Like most compulsive controllers, I was always driven to succeed. I graduated from UCLA with honors in business administration and finished in the top 5 percent of my class at the UCLA School of Law.
While still in my 20s, I became a real estate instructor in the UCLA Extension Program and a few years later published a critically acclaimed, best-selling professional book, How to Invest in Real Estate Syndicates (Dow Jones-Irwin).
Financial success came early as well. Celebrities and wealthy people entrusted me with large sums to invest on their behalf. By my mid-30s I could afford to live in the exclusive Old Bel Air section of Los Angeles, only a few doors away from Sylvester Stallone and just up the street from where Elvis Presley had once lived.
But for all my achievements and success, I had no sense of inner peace and serenity. How could I? I was imprisoned by my fears, anger and anxieties—all bedfellows of controllers--and thus not open to the wonders all around me.
It took a long series of personal setbacks culminating in five surgeries for the eradication of cancer on my nose before I was able to accept the emptiness and folly of my control-driven life. I had to let go of the very thing in my life that I had always felt most secure with—Control. I had neither the strength nor desire to go on fighting whatever demons were going to attack me next. I “surrendered.” And with that surrender, my blinders fell away, new opportunities emerged, and I was able to glimpse a much more serene way of life.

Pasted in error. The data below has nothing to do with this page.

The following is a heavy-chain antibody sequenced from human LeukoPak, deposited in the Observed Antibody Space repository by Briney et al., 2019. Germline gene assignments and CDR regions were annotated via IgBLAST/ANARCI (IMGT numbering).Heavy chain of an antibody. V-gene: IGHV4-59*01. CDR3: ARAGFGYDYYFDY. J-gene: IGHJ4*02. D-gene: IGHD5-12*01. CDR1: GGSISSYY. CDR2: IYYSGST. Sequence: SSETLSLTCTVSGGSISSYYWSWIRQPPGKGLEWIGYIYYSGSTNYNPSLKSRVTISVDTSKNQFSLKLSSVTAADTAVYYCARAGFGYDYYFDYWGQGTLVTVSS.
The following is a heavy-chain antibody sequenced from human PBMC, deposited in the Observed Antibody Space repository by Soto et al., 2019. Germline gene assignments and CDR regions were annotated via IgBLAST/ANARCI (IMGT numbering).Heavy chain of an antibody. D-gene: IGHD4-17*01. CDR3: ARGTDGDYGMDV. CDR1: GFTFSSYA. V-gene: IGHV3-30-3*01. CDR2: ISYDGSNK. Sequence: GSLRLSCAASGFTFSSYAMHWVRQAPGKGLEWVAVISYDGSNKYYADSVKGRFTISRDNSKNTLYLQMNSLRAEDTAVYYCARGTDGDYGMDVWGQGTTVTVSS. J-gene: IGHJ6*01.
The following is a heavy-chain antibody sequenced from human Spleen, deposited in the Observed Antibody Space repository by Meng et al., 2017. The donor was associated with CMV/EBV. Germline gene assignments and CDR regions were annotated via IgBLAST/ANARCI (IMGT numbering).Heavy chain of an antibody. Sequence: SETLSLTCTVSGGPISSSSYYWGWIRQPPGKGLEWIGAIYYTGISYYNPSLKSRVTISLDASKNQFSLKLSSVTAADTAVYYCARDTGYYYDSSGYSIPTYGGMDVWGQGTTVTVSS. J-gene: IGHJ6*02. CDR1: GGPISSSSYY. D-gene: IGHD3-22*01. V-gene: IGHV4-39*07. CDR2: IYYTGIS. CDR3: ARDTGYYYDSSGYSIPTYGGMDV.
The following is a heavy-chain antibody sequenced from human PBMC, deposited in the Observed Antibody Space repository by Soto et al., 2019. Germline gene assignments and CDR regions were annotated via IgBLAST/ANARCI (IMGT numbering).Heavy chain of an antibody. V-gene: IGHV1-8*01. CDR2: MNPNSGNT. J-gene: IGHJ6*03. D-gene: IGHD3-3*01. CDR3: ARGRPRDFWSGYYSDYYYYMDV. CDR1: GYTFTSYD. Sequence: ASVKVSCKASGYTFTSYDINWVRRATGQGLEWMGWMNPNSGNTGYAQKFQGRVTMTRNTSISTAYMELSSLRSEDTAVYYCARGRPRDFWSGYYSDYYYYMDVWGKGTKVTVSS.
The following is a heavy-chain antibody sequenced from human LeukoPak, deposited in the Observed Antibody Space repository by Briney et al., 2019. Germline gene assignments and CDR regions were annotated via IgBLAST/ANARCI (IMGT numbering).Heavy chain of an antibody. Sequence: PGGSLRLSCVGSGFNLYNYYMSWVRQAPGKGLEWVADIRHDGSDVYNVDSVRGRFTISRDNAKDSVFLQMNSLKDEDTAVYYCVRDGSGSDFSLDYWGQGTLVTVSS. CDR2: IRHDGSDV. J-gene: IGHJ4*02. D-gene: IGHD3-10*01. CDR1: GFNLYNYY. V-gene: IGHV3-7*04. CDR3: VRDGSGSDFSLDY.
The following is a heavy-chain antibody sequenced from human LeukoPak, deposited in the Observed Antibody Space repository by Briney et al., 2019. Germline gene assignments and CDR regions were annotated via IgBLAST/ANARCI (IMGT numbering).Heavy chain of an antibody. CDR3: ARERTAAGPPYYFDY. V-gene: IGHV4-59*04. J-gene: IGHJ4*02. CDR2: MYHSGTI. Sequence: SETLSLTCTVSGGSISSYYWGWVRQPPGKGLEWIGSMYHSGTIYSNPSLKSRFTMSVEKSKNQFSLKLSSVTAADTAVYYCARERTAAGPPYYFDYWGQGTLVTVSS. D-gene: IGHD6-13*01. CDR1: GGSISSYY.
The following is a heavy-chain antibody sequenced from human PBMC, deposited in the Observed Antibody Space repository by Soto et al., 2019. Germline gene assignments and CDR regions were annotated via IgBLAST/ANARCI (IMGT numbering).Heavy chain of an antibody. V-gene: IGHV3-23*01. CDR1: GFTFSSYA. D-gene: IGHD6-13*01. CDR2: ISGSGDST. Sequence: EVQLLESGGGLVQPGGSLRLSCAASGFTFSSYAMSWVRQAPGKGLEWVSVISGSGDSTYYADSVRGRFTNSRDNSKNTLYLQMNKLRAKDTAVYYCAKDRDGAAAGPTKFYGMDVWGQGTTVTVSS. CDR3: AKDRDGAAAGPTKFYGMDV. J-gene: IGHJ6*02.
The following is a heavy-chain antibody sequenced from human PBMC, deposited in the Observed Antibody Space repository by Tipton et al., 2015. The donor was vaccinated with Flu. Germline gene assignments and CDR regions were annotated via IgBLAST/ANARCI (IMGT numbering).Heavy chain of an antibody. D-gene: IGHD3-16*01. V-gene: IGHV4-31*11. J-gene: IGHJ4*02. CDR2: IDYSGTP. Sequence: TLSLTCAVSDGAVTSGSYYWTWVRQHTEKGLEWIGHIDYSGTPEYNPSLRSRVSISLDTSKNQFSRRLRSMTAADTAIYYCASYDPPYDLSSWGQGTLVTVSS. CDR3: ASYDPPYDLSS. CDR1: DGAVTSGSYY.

I thus began a new life journey based on letting go of control. I tried to go with the ups and downs and twists and turns of life, instead of resisting them and trying to control people and events. Over many years, I learned effective tools and strategies (explained in Losing Control, Finding Serenity) for letting go of control with my loved ones, children, family and friends, as well as in sports, creative endeavors, and the workplace. In the process, I became an artist, published poet, champion senior tennis player, a happily married man, and much wiser parent—all while cutting my work time by more than half.
But the journey never stops, nor do I wish it to. Since publishing LCFS six years ago, I began studying, exploring, and writing about the most effective way of losing control: Accepting “what is.”
Simply put, when we practice acceptance, there is no real need to control.
But I have learned that the benefits of acceptance go well beyond just removing the need to control. It is also instrumental in reducing stress and anxiety (and associated burdens), revealing meaningful life choices, bringing us greater freedom, and forging stronger bonds in our close relationships—and much more. I am excited that I have completed the manuscript for a new book about acceptance titled The Blessings of Acceptance, which examines these benefits in depth and how we can receive them. (The first chapter can be downloaded at www.losingcontrolfindingserenity.com and excerpts and stories from the book will be available for download prior to its formal publication next year.)
Thus, through letting go of control and accepting “what is,” I have found a different and more profound success—an internal, core sense of well-being. It is my wish and hope that you, too, can experience these blessings and it is my sincere desire to be of assistance in your letting go of control and practicing acceptance.
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